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04.02.11

Bill Gates and Nathan Myhrvold Find New Ways to Extort the Competitors, Using Patents

Posted in Bill Gates, GNU/Linux, Google, Microsoft, Patents at 5:56 pm by Dr. Roy Schestowitz

Nathan Myhrvold

Summary: The world’s biggest patent trolls proceed to extorting Blackberry users/devices; more news about software patents, mostly those which affect Android and Linux

APPALLING. That’s what Microsoft appears to have given the world. First it put a tax on every computer sold, removing people’s ability to avoid this tax even if they want nothing to do with Microsoft. Now they want to force people to pay Microsoft a tax no matter which phone they buy. That’s right, and if it’s not Microsoft pulling those strings, then it’s the two co-founders of the company and their former CTO, who with funding from a Microsoft co-founder created the world’s largest patent troll, Intellectual Ventures. Watch how patent lawyer types try to white-wash the patent trolls’ role in industry and cover the fact that Gates and his buddy Myhrvold are extorting RIM for its phones, just like HTC and Samsung (for Linux), allegedly after Myhrvold did his blackmail routines. Here is how patent lawyers put it (subscription required):

RIM signs up with IV as RPX hits 80 http://is.gd/c7j7YP

The sources the Microsoft-apathetic folks cite describe this extortion as some sort of “protection” or “access to patents”. This is nonsense. It’s spin. To be fair, Myhrvold is not the only patent troll who is extorting companies for their phones and also passes patents for other trolls to sue companies which do not pay to enter his pyramid scheme. For example we have this in the news:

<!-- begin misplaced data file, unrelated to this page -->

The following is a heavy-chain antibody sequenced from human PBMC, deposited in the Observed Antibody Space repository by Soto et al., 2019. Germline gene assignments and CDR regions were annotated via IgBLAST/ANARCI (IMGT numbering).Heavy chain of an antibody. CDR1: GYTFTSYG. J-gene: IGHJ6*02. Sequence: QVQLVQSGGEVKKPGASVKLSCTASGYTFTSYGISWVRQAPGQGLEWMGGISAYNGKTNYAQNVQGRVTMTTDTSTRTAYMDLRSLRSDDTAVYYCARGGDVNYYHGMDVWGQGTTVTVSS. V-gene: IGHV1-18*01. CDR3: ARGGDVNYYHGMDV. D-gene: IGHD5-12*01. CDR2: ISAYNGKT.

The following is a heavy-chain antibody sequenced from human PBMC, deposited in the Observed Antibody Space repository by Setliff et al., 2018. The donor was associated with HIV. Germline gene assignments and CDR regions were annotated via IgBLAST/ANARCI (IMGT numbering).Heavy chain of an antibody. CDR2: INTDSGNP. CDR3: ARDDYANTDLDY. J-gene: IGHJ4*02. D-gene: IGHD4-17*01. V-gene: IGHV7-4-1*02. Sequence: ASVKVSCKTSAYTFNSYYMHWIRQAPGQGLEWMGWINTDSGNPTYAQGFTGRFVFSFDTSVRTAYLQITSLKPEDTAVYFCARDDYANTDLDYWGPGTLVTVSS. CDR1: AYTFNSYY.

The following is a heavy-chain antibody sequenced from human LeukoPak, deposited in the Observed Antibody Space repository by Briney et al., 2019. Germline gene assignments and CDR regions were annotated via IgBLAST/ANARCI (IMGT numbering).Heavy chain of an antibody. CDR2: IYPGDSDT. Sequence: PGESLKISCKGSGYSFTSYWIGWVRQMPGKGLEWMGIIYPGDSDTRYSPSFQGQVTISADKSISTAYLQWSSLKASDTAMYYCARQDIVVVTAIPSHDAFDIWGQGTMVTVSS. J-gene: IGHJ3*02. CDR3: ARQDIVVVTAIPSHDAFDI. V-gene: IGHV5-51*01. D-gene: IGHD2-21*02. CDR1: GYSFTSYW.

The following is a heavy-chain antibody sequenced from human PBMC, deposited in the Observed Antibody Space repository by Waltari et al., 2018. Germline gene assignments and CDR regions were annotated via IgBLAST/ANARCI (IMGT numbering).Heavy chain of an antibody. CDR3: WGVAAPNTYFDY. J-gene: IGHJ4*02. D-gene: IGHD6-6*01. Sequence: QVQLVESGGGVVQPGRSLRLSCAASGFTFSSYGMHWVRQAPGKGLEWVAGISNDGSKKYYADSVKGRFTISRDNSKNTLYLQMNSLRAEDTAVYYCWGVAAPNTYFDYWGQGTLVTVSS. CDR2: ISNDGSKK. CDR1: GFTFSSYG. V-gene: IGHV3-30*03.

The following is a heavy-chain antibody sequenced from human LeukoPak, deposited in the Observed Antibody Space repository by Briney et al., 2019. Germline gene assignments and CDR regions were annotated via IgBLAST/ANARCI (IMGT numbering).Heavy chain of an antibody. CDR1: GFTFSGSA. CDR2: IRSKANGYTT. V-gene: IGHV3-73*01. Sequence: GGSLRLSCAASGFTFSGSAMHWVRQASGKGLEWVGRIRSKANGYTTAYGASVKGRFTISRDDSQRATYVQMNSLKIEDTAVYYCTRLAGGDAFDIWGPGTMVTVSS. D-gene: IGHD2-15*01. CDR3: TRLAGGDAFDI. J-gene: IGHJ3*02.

Turns out, that patent exists — and the company that owns it is looking to sue juuuust about everyone.

The patent in question was granted back in 2009, to a company called HW Technology. Now they’re taking on Apple and their App Store, Google and their Android Market, and RIM and their BlackBerry App World. Oh, and HTC, LG, and Nokia. Oh! And Amazon, eBay, Hotels.com, Buy.com, and Priceline, and 21 other entities.

The lawsuit, filed earlier this week, primarily targets anything that “allows users to complete a merchant transaction without the need to generate a voice call.”

As expected, the pro-Microsoft Richard Waters normalises this sick status quo, but the gory details (cited and quoted by Microsoft Florian) are hidden behind a paywall. To quote the publicly-visible portion:

More than two decades ago, soon after starting out in the mobile phone business, Nokia found itself on the receiving end of a massive patent infringement lawsuit from the company that had pioneered cellular communications: Motorola.

The Finnish group was in a vulnerable position. As a newcomer, it lacked enough patents of its own to counter-sue Motorola and fight it to a standstill.

Another Microsoft booster, Preston Gralla, makes erroneous statements to belittle Google (over patent issues) and only later corrects his IDG troll piece by adding an update (but not correcting the headline):

Update: The issue about Xoom WMA support isn’t directly related to Google and Android itself — it’s instead an issue with Motorola. As a commenter on this blog below notes, WMA and WMV support wasn’t baked directly into earlier Android versions. Instead, apparently Motorola added that support in its Droid, Droid 2, and Droid X. The company dropped it from Xoom.